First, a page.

If your agency has done any research on cybersecurity lately, especially as remote work has become prevalent, you have probably seen people discussing the various pros and cons of using a VPN for government agencies and contractors. While a VPN has plenty of advantages, it can be difficult to understand exactly what a VPN can do and how it works to keep data safe.
We’ve broken it down here–including why you might use a VPN for government work, relevant cybersecurity regulations to keep in mind, and what the future of VPNs and remote government work might look like–so you have all the information needed to decide if a VPN is right for you and get started.
Should You Use a VPN for Government Work?
First, What Is a VPN?
A VPN, or a virtual private network, extends a private network across a public internet connection. This gives the VPN user privacy and anonymity online anywhere in the world.
VPNs are able to mask your internet protocol (IP) address by creating a point-to-point data tunnel between your local network and an exit node elsewhere, causing it to appear as if you’re in another location. VPNs also use secure, encrypted connections to scramble any data sent over a public network, making it unreadable to those outside the private tunnel the VPN creates.
These things combined make your actions online essentially untraceable, hiding your browsing history and web activity. When using a virtual private network, the only thing a web server can see is the address of the VPN server, which can be set to appear thousands of miles from where you are actually located.
There are two ways to use VPNs: with hardware or with software. With hardware, the VPN runs on a single, standalone device, which includes a dedicated processor. This VPN setup offers high levels of security, but there are limits to the number of tunnels that can be created and it requires more complex maintenance. Software VPNs, by contrast, run on a server and have a lower upfront cost. Plus, they can be downloaded and set up in just minutes.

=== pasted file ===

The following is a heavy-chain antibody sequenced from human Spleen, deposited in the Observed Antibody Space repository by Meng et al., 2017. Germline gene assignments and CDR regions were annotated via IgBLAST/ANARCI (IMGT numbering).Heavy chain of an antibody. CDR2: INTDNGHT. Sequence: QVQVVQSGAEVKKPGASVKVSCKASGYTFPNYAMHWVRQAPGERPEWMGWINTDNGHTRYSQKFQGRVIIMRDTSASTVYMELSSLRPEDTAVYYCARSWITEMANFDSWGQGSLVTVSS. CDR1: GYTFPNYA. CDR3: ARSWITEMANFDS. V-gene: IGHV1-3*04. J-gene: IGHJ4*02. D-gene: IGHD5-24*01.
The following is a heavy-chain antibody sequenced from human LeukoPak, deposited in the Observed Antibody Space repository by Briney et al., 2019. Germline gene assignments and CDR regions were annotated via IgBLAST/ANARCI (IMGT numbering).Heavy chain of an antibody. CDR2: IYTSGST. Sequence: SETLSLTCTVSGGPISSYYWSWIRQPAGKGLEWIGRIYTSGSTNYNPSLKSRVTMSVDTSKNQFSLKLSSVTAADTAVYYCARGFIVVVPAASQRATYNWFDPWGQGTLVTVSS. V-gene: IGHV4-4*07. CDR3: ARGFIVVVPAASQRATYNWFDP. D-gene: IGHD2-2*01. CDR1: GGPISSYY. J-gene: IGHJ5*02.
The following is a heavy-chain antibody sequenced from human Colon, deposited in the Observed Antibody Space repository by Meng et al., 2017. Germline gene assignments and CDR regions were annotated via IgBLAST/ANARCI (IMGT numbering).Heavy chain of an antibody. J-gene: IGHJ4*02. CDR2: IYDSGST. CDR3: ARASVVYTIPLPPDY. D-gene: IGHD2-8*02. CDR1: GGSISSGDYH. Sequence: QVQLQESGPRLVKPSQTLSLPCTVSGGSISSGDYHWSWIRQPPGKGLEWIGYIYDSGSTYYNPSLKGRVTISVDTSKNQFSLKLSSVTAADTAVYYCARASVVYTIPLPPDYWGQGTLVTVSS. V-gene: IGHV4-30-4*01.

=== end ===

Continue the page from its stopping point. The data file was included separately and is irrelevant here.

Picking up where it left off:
VPNs came out just a little over a decade after the birth of the internet. The origins of these private networks can be traced back to 1996, when Microsoft employees first created the point-to-point tunneling protocol (also known as peer-to-peer tunneling protocol, or PPTN). Since then, they have become an essential tool for many, especially as remote work has become more commonplace across all sectors of the workforce. Lately, VPNs for government agencies and contractors are especially popular, as they protect sensitive material in day-to-day operations online.
Why You Should Use a VPN
To put it simply, VPNs make the internet a more secure place for whatever data you may be processing. They allow employers to safely give employees access to important information over the internet and make each individual user less vulnerable to hackers or data breaches.
Online crime is one of the fastest-growing security threats in the United States. There was a 141% increase in the number of records exposed by data breaches between 2019 and 2020, with expectations that this number will only go up in the years to come. This means that now more than ever, it’s important to use every tool available to protect your privacy.
Despite the rise in data breaches, only 5% of Americans use VPNs to protect their online information. By comparison, India and Indonesia are reported to have the highest VPN usage with 38% of their population using a VPN. The number of VPN users across the world has gone up every year and is projected to continue growing.
It’s especially important to note that 2020 saw 42% of the United States labor force working from home. This, combined with the continued rise in cybercrime, means that agencies and contractors alike should consider using a VPN for government work.
Rules to Follow When Using a VPN for Government Work
If you’re thinking about using a VPN for government agency or contractor purposes, you should consider that there may already be a specific set of laws or regulations that govern your transmission of data. The laws and minimum requirements depend on two aspects of the data: the type and sensitivity of the information.
The types of data that government workers or contractors may have to work with include:
- Intellectual property
- Health data
- Personally identifiable data
- Financial data
Government employees or contractors may also find themselves handling various security clearance levels for confidential information and data. This includes but is not limited to:
- Top Secret Information: The highest classification, defined as information that could cause “grave damage” to national security.
- Secret Information: The second highest classification, which would cause “serious damage.” Most classified information falls into this category.
- Controlled Unclassified Information: This data is unclassified, but still not meant for public disclosure.